# Elementary property of cosets

• fishturtle1

## Homework Statement

Let G be a group, and H a subgroup of G. Let a and b denote elements of G. Prove the following:

1. ##Ha = Hb## iff ##ab^{-1} \epsilon H##.

## Homework Equations

Let ##e_H## be the identity element of H.

## The Attempt at a Solution

Proof: <= Suppose ##ab^{-1} \epsilon H##. Then ##abb^{-1} = a \epsilon Hb##. Since ##H## is a subgroup, ##e_H \epsilon H##. So ##e_Ha = a \epsilon Ha##. Since ##Ha## and ##Hb## share a common element, we must have ##Ha = Hb##.

=> Suppose ##Ha = Hb##. Since ##e_ha = a \epsilon Ha##, we have ##a \epsilon Hb##. So there must be some solution to ##a = xb## where ##x \epsilon H##. Observe, ##a = (ab^{-1})b## so ##ab^{-1} \epsilon H## necessarily?

I'm not sure why ##ab^{-1}## would be the only solution. I think it has something to do with, if we wrote out the Cayley table for H, and there were two solutions for a = xb, then it wouldn't look right. Because in a Cayley table every element is in every row and every column. So we'd have an element missing in a row.

Also I didn't use the fact H is abelian so did I missing something there?

This is hard to correct, because it is so easy, that obvious and for reason is hard to distinguish.

## Homework Statement

Let G be a group, and H a subgroup of G. Let a and b denote elements of G. Prove the following:

1. ##Ha = Hb## iff ##ab^{-1} \epsilon H##.

## Homework Equations

Let ##e_H## be the identity element of H.

## The Attempt at a Solution

Proof: <= Suppose ##ab^{-1} \epsilon H##. Then ##abb^{-1} = a \epsilon Hb##.
Why? From ##ab^{-1}\in H ## we get ##ab^{-1}=h## for some ##h\in H##. Then ##a=ab^{-1}b=hb\in Hb##. But why ##abb^{-1}\,.## And Abelian isn't an argument, for a) you haven't required it and b) it isn't required at all. It looks as if you used what you wanted to show.
Since ##H## is a subgroup, ##e_H \epsilon H##. So ##e_Ha = a \epsilon Ha##. Since ##Ha## and ##Hb## share a common element, we must have ##Ha = Hb##.

=> Suppose ##Ha = Hb##. Since ##e_ha = a \epsilon Ha##, we have ##a \epsilon Hb##.
I guess ##e_h=e_H\,.##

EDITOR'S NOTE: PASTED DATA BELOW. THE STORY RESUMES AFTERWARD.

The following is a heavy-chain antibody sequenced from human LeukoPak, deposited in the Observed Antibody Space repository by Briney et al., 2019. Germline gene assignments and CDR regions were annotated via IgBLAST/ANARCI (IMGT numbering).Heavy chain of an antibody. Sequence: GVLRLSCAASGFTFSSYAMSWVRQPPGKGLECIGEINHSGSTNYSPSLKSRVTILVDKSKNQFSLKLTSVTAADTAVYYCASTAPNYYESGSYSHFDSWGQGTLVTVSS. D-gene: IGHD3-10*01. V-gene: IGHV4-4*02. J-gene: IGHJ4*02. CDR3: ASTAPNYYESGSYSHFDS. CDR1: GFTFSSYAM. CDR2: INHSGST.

So there must be some solution to ##a = xb## where ##x \epsilon H##.
Yes, and therefore ##ab^{-1}=(xb)b^{-1}=x\in H.## I don't understand the rest.
Observe, ##a = (ab^{-1})b## so ##ab^{-1} \epsilon H## necessarily?

I'm not sure why ##ab^{-1}## would be the only solution. I think it has something to do with, if we wrote out the Cayley table for H, and there were two solutions for a = xb, then it wouldn't look right. Because in a Cayley table every element is in every row and every column. So we'd have an element missing in a row.

Also I didn't use the fact H is abelian so did I missing something there?

Why? From ab−1∈Hab−1∈Hab^{-1}\in H we get ab−1=hab−1=hab^{-1}=h for some h∈Hh∈Hh\in H. Then a=ab−1b=hb∈Hba=ab−1b=hb∈Hba=ab^{-1}b=hb\in Hb. But why abb−1.abb−1.abb^{-1}\,. And Abelian isn't an argument, for a) you haven't required it and b) it isn't required at all. It looks as if you used what you wanted to show.

I meant to say, like you wrote: <= Suppose ##ab^{-1} \epsilon H##. Then ##(ab^{-1})b = a(b^{-1}b) = a \epsilon H##. Since ##Ha## and ##Hb## share an element other than ##e_H##, it follows ##Ha = Hb##.

For the 2nd part, => Suppose ##Ha = Hb##. Then ##a \epsilon Hb##. So there exists some ##h \epsilon H## such that ##a = hb##. Multiplying by ##b^{-1}##, we get ##ab^{-1} = hbb^{-1} = h##. So ##ab^{-1} \epsilon H##.

I don't understand the rest.

I think I was confused about if ##x,y,z \epsilon G## for some group G and ##xy = xz## then does ##y = z##? And I see that it is true by multiplying ##x^{-1}## on both sides..

And Abelian isn't an argument, for a) you haven't required it and b) it isn't required at all.
I think because ##abb^{-1} = a(bb^{-1}) = ae_H = a(b^{-1}b) = ab^{-1}b##

I'm not sure why ##ab^{-1}## would be the only solution.

It's good to be suspicious about such things. Consult your course materials. In most presentations there is a theorem that says ##a = xb## has a unique solution for x.

In group theory, one can "do the same operation to both sides" of an equality and produce another equality, but the operation is limited to multiplying both sides by an element of the group. Explaining why this technique is reliable is an interesting exercise in logic! - perhaps an advanced exercise because it's hard to prove things that seem obvious.

Accepting the technique is valid, you could solve for ##x## by multiplying both sides of ##a = xb## on the right by ##b^-1##.

fishturtle1